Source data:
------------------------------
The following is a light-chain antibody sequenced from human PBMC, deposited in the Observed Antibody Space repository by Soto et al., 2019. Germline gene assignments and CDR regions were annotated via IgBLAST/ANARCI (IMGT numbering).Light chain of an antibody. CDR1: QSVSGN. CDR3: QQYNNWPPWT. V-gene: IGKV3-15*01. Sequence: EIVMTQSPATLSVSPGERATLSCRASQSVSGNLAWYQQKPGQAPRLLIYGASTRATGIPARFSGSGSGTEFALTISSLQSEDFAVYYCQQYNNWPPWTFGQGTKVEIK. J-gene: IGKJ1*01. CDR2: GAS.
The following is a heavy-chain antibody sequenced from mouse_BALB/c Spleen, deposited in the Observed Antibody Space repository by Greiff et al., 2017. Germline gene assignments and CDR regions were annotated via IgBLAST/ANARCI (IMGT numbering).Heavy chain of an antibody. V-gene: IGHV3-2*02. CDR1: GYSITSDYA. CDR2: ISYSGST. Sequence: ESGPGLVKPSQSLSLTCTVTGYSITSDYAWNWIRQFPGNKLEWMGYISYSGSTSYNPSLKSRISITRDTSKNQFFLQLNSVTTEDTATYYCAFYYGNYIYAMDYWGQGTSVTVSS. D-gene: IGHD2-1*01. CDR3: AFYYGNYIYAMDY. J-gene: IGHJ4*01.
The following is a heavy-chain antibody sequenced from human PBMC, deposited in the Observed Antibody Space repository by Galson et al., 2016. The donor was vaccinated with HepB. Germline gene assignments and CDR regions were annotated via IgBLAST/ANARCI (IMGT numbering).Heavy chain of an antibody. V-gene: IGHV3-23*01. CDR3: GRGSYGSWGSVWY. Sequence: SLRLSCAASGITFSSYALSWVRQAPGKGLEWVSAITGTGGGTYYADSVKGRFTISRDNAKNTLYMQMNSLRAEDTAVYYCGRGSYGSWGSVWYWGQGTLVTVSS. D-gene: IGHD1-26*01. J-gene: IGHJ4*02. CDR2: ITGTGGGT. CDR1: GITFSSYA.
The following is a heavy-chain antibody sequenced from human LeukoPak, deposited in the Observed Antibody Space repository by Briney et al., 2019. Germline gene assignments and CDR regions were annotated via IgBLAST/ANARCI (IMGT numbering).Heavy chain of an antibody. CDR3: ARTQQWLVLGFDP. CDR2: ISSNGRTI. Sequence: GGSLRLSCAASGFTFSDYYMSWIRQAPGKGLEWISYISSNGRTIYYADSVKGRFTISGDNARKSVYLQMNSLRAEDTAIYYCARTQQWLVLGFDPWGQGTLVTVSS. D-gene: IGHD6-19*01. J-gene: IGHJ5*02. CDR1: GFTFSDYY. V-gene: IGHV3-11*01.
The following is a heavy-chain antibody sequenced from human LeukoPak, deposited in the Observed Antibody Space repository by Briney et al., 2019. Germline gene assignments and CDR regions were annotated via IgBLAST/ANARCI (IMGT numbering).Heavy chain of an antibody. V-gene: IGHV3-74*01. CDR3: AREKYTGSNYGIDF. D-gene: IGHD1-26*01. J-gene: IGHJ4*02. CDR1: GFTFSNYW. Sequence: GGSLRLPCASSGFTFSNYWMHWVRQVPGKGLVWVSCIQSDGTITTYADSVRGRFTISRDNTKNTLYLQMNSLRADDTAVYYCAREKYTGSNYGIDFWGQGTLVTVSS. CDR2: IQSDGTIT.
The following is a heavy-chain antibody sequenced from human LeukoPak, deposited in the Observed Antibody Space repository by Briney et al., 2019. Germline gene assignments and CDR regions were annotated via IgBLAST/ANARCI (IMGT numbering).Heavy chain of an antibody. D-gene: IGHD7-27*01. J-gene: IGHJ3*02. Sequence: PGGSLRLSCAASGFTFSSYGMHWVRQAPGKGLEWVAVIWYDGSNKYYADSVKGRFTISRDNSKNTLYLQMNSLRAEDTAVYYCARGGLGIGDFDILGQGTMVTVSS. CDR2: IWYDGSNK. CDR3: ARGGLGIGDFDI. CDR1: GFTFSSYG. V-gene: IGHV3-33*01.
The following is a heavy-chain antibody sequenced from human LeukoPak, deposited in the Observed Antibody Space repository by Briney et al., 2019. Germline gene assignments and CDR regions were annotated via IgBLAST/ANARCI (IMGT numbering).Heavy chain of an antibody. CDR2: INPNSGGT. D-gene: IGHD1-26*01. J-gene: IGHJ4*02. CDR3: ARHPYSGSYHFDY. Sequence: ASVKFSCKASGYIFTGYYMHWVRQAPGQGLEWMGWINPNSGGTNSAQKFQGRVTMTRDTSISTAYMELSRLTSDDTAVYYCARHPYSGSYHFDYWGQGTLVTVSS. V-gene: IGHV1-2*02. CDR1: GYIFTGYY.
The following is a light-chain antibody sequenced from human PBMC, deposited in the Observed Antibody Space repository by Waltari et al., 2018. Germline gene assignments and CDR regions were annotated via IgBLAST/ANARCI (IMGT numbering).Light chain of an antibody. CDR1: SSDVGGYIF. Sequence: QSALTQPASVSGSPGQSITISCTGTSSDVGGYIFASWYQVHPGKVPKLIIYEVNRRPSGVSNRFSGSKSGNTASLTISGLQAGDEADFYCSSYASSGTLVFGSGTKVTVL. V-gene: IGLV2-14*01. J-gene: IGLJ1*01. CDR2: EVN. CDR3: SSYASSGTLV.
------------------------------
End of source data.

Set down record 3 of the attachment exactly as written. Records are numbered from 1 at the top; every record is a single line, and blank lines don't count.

The following is a heavy-chain antibody sequenced from human PBMC, deposited in the Observed Antibody Space repository by Galson et al., 2016. The donor was vaccinated with HepB. Germline gene assignments and CDR regions were annotated via IgBLAST/ANARCI (IMGT numbering).Heavy chain of an antibody. V-gene: IGHV3-23*01. CDR3: GRGSYGSWGSVWY. Sequence: SLRLSCAASGITFSSYALSWVRQAPGKGLEWVSAITGTGGGTYYADSVKGRFTISRDNAKNTLYMQMNSLRAEDTAVYYCGRGSYGSWGSVWYWGQGTLVTVSS. D-gene: IGHD1-26*01. J-gene: IGHJ4*02. CDR2: ITGTGGGT. CDR1: GITFSSYA.